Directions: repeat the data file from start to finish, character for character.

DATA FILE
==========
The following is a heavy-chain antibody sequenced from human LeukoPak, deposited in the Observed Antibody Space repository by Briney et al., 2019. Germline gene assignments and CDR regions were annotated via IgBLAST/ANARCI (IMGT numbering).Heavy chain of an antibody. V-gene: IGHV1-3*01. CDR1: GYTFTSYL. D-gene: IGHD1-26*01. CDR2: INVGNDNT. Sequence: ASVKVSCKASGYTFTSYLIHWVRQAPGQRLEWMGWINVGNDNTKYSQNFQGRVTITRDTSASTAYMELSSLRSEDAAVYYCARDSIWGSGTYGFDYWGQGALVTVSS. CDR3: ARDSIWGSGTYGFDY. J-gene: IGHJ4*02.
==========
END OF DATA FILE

The following is a heavy-chain antibody sequenced from human LeukoPak, deposited in the Observed Antibody Space repository by Briney et al., 2019. Germline gene assignments and CDR regions were annotated via IgBLAST/ANARCI (IMGT numbering).Heavy chain of an antibody. V-gene: IGHV1-3*01. CDR1: GYTFTSYL. D-gene: IGHD1-26*01. CDR2: INVGNDNT. Sequence: ASVKVSCKASGYTFTSYLIHWVRQAPGQRLEWMGWINVGNDNTKYSQNFQGRVTITRDTSASTAYMELSSLRSEDAAVYYCARDSIWGSGTYGFDYWGQGALVTVSS. CDR3: ARDSIWGSGTYGFDY. J-gene: IGHJ4*02.